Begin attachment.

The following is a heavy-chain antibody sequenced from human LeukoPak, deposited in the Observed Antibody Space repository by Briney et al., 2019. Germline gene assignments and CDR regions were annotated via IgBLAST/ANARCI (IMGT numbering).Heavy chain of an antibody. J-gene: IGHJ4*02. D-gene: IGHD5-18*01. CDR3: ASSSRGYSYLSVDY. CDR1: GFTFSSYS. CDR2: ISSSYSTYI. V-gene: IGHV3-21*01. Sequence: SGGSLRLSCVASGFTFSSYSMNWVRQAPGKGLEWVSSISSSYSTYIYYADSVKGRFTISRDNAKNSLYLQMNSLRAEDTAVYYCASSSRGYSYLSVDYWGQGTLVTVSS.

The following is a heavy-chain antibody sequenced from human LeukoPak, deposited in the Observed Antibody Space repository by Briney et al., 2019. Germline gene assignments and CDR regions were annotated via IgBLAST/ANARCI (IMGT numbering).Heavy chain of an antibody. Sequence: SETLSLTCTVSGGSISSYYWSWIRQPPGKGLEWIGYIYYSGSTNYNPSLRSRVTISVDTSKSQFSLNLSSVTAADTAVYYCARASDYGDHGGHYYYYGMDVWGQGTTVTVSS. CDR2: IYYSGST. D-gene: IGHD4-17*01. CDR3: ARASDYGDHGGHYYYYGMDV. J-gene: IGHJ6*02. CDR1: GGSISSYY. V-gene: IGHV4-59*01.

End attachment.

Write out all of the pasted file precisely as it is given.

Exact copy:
The following is a heavy-chain antibody sequenced from human LeukoPak, deposited in the Observed Antibody Space repository by Briney et al., 2019. Germline gene assignments and CDR regions were annotated via IgBLAST/ANARCI (IMGT numbering).Heavy chain of an antibody. J-gene: IGHJ4*02. D-gene: IGHD5-18*01. CDR3: ASSSRGYSYLSVDY. CDR1: GFTFSSYS. CDR2: ISSSYSTYI. V-gene: IGHV3-21*01. Sequence: SGGSLRLSCVASGFTFSSYSMNWVRQAPGKGLEWVSSISSSYSTYIYYADSVKGRFTISRDNAKNSLYLQMNSLRAEDTAVYYCASSSRGYSYLSVDYWGQGTLVTVSS.

The following is a heavy-chain antibody sequenced from human LeukoPak, deposited in the Observed Antibody Space repository by Briney et al., 2019. Germline gene assignments and CDR regions were annotated via IgBLAST/ANARCI (IMGT numbering).Heavy chain of an antibody. Sequence: SETLSLTCTVSGGSISSYYWSWIRQPPGKGLEWIGYIYYSGSTNYNPSLRSRVTISVDTSKSQFSLNLSSVTAADTAVYYCARASDYGDHGGHYYYYGMDVWGQGTTVTVSS. CDR2: IYYSGST. D-gene: IGHD4-17*01. CDR3: ARASDYGDHGGHYYYYGMDV. J-gene: IGHJ6*02. CDR1: GGSISSYY. V-gene: IGHV4-59*01.